The owner of a station wagon reported stolen from a shopping centre in the Adelaide Hills on the 18th of December 2011. It was found 17 days later, neatly parked in a nearby garage, when a couple returned from a holiday. Police believe the owner forgot to put the handbrake on, leaving the vehicle free to roll though the car park, across a street and down a driveway, before forcing itself under a roller door and coming to a stop inside, while the door closed it’s self.

On this day …….. 18th of December 1894

An escaped lunatic from the Ararat Asylum, William Price was recaptured at his parents house in Corop, a small town near Bendigo. The police who were on the lookout for Price, escorted him to the Bendigo Hospital. It is believed that after escaping from the Bendigo Hospital he walked home and appeared quite rational. On the 18th of December 1894 at his parents house, Price violently struck his sister over the head with an iron bar, killing her. On the 23rd of December Mr Smith, J.P held an inquest before a jury of five in relation to Miss Prices death, found that she died from paralysis brought on by shock to the nervous system. The body bore traces of smaller injuries, suggesting the deceased had probably been shoved about by her brother. Price was arrested for the murder of his sister, at the time of the arrest he was so violent that he had to be put in a straight jacket. On the 22nd December Price was sent to the Kew Asylum.

ON THIS DAY – December 17, 1965

Keith Ryrie was charged in the Melbourne City Court with having murdered Maureen Patricia Ferrari, 18, at Holmesglen. Ryrie was charged in the City Court also for having murdered Rhonda Margaret Irwin, 5, at Burnley the week before. Senior Detective Harry Morrison, of the Homicide Squad, told the City Court: “On December 17 last the murdered body of Maureen Patricia Ferrari was found on railway land near the Holmesglen Railway Station”. During an interview with Ryrie, he made certain admissions in relation to this crime. “He pointed out certain matter to us there in relation to this crime.”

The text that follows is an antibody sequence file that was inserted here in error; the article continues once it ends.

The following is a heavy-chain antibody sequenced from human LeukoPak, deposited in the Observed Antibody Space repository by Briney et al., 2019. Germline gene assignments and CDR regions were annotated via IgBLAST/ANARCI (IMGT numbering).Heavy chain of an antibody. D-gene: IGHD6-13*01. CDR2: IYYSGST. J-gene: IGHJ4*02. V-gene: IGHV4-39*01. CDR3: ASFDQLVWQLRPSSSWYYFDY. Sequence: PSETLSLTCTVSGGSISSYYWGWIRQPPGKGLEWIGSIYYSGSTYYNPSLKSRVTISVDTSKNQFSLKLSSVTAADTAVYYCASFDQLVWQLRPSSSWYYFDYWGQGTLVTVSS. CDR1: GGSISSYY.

On this day …….. 17th of December 1927

Suddenly confronted in a city street by a kangaroo standing between five feet and six feet high at 4am on this day in 1927. Constable Allen was too startled for the moment to believe his eyes. When he tried lo approach the kangaroo, it hopped off much too quickly for the constable. It is thought the kangaroo is a pet belonging to a resident of Wendouree Parade, and that it wandered over night into the city.


ON THIS DAY…… 17th December 1901


Warder Lewis, of the Geelong gaol, has received Instructions on this day in 1901, to proceed to the Sale gaol. No reason is given for the transfer, which is said to have come about because Lewis is suspected of having divulged the state of affairs existing in the Geelong gaol.

On this day …….. 17th of December 1967

On this day in 1967, Prime Minister Harold went missing at Cheviot Beach on Point Nepean near Portsea. Holt together with friends Christopher Anderson, Jan Lee, and George Illson and his two bodyguards, drove down from Melbourne to see the British yachtsman Alec Rose sail through Port Phillip Heads in his boat Lively Lady to complete a leg of his solo circumnavigation of the globe, which started and ended in England. Around noon, the party drove to one of Holt’s favourite swimming and snorkelling spots, Cheviot Beach, on the eastern arm of Port Phillip Bay. Holt decided to go swimming, although the surf was heavy and Cheviot Beach was notorious for its strong currents and dangerous rip tides. Ignoring his friends’ pleas not to go in, Holt began swimming, but he soon disappeared from view. Fearing the worst, his friends raised the alert. Within a short time, the beach and the water off shore were being searched by a large contingent of police, Royal Australian Navy divers, Royal Australian Air Force helicopters, Army personnel from nearby Point Nepean and local volunteers. This quickly escalated into one of the largest search operations in Australian history, but no trace of Holt could be found.